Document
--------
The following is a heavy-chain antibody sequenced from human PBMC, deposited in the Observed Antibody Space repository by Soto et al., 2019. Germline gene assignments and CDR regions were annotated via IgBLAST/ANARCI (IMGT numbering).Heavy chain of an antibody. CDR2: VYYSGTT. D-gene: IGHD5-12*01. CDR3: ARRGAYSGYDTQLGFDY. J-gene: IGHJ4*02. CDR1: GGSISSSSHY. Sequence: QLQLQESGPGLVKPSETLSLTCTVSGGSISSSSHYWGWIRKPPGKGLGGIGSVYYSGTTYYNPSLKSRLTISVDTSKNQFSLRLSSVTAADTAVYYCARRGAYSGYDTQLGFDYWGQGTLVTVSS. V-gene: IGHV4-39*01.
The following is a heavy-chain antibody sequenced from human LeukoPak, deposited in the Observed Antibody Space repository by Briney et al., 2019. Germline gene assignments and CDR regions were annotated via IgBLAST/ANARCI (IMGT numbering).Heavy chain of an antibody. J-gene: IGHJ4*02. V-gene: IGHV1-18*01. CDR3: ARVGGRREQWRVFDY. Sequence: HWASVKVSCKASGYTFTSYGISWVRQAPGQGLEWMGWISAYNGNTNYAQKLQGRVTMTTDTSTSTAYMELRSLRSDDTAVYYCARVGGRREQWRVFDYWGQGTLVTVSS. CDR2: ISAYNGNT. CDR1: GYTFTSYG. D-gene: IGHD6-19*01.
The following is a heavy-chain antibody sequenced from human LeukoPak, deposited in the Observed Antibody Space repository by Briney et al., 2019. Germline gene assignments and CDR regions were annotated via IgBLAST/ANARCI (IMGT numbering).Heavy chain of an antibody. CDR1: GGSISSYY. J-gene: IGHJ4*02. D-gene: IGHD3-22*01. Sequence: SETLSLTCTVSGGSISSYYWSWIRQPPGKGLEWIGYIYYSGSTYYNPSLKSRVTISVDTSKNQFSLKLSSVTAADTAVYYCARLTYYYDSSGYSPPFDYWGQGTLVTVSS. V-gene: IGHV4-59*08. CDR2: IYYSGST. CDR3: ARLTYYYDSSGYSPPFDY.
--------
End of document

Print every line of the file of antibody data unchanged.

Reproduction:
The following is a heavy-chain antibody sequenced from human PBMC, deposited in the Observed Antibody Space repository by Soto et al., 2019. Germline gene assignments and CDR regions were annotated via IgBLAST/ANARCI (IMGT numbering).Heavy chain of an antibody. CDR2: VYYSGTT. D-gene: IGHD5-12*01. CDR3: ARRGAYSGYDTQLGFDY. J-gene: IGHJ4*02. CDR1: GGSISSSSHY. Sequence: QLQLQESGPGLVKPSETLSLTCTVSGGSISSSSHYWGWIRKPPGKGLGGIGSVYYSGTTYYNPSLKSRLTISVDTSKNQFSLRLSSVTAADTAVYYCARRGAYSGYDTQLGFDYWGQGTLVTVSS. V-gene: IGHV4-39*01.
The following is a heavy-chain antibody sequenced from human LeukoPak, deposited in the Observed Antibody Space repository by Briney et al., 2019. Germline gene assignments and CDR regions were annotated via IgBLAST/ANARCI (IMGT numbering).Heavy chain of an antibody. J-gene: IGHJ4*02. V-gene: IGHV1-18*01. CDR3: ARVGGRREQWRVFDY. Sequence: HWASVKVSCKASGYTFTSYGISWVRQAPGQGLEWMGWISAYNGNTNYAQKLQGRVTMTTDTSTSTAYMELRSLRSDDTAVYYCARVGGRREQWRVFDYWGQGTLVTVSS. CDR2: ISAYNGNT. CDR1: GYTFTSYG. D-gene: IGHD6-19*01.
The following is a heavy-chain antibody sequenced from human LeukoPak, deposited in the Observed Antibody Space repository by Briney et al., 2019. Germline gene assignments and CDR regions were annotated via IgBLAST/ANARCI (IMGT numbering).Heavy chain of an antibody. CDR1: GGSISSYY. J-gene: IGHJ4*02. D-gene: IGHD3-22*01. Sequence: SETLSLTCTVSGGSISSYYWSWIRQPPGKGLEWIGYIYYSGSTYYNPSLKSRVTISVDTSKNQFSLKLSSVTAADTAVYYCARLTYYYDSSGYSPPFDYWGQGTLVTVSS. V-gene: IGHV4-59*08. CDR2: IYYSGST. CDR3: ARLTYYYDSSGYSPPFDY.